The deluxe CD edition includes a DVD which features music clips, and a 25-minute documentary. Does this doco utilise footage from 2017’s incredible Gurrumul film?
The 25-minute documentary is based on the full-length documentary about Gurrumul. It has less detail and narrative than the full-length, but tries to fully educate and provide a background to this release; who Gurrumul is, and how his story came about. I feel fortunate for us, but also for Gurrumul’s family and his fans, that he committed to this documenting of some of his life, because it felt like there [would] only be one of this type of person ever. A lot of Yolngu (his own family) say the same thing to me sometimes.
The DVD’s clips include the official video of Gurrumul and Paul Kelly’s version of Amazing Grace (from The Gospel Album). There is footage online of the two performing the track live in a television studio (with yourself in the rhythm section!). From your perspective, did the type of environment in which Gurumul was performing – like this TV studio for broadcast, versus a small venue, versus a large outdoor stage, versus a recording room – have any affect on Gurrumul’s comfort or playing?
Not usually. He grew up on an island where a lot of singing is outside, on the ground… around the fire, on the beach, or in the church. He was used to harsh environments. Whenever we performed, he always wanted the best of what was there. His ultimate was a really big PA system and competent tech people, to fully justify the effort he would put into performances – which from his perspective, was always the best he could possibly do.
One day I remember having to perform in The Egg, more formally known as the National Centre for the Performing Arts (NCPA), located in Beijing, China. It was at a world “folk” festival. We got on the stage and there was no microphone, no PA, no speakers, nothing. After some consternation we just went ahead and did it, because every other performer was doing the same thing. It is a beautiful concert hall, so the sound did carry through the auditorium. He did love Carnegie Hall in New York though!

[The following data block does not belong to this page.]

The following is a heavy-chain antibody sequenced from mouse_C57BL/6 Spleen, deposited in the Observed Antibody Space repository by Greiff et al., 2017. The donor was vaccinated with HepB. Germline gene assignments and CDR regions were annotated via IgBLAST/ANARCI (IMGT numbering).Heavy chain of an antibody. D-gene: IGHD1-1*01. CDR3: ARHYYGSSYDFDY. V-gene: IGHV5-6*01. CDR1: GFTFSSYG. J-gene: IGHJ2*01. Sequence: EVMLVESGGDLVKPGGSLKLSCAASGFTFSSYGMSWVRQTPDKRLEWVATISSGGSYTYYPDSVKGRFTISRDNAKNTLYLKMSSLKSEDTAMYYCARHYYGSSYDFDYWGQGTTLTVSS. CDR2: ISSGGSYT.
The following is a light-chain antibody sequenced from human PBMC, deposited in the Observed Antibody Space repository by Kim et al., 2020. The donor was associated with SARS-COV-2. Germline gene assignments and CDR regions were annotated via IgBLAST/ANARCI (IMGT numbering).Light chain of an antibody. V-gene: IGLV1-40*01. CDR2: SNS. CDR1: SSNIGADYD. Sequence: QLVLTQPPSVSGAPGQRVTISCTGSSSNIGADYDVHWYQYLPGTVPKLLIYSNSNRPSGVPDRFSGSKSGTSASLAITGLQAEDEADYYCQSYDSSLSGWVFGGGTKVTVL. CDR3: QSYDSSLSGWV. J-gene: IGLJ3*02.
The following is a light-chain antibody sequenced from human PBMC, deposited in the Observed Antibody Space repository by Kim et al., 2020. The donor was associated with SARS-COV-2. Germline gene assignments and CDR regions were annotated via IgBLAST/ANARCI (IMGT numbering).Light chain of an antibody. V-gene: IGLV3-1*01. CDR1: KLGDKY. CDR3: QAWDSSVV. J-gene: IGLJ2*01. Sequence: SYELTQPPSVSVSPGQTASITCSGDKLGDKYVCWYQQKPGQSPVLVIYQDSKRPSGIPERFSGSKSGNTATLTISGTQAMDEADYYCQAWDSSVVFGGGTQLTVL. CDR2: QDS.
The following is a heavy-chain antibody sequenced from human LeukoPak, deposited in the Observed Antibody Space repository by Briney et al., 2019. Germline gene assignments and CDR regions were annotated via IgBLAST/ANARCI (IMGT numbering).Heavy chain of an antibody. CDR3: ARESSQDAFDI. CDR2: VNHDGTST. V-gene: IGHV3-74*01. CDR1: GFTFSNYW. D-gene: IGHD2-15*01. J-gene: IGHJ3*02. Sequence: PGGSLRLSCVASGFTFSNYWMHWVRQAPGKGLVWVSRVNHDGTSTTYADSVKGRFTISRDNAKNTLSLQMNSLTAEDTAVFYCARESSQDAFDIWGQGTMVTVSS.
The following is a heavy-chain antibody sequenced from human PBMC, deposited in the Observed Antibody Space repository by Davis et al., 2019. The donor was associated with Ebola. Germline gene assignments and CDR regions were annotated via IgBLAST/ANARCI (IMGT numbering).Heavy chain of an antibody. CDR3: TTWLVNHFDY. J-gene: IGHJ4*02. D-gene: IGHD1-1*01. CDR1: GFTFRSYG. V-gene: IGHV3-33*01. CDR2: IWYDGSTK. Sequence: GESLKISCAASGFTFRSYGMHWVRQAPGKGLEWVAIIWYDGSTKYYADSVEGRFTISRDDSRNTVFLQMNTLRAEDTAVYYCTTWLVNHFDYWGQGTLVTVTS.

It was generally understood by the public that Gurrumul saw his role as that of a singer, not as a proxy spokesperson for his elders – which is why he didn’t really give interviews. How did you understand your role throughout Gurrumul’s career, and how has it changed since his passing?
Reluctantly, I try to answer things as best I can. He would always defer to his uncle, or to me. I prefer when Yolngu people speak for Gurrumul. But Yolngu were rarely on the road with us, and that’s where a lot of musical experiences happen. His family are happy for me to speak, but we are now performing Bunggul live in theatres across the country,where they get to present the full stories. So I hope to take a lesser and lesser role as they take much of the legacy into the future for this special man and their culture.
The Gurrumul Story by Gurrumul is out September 10 via Decca/Universal.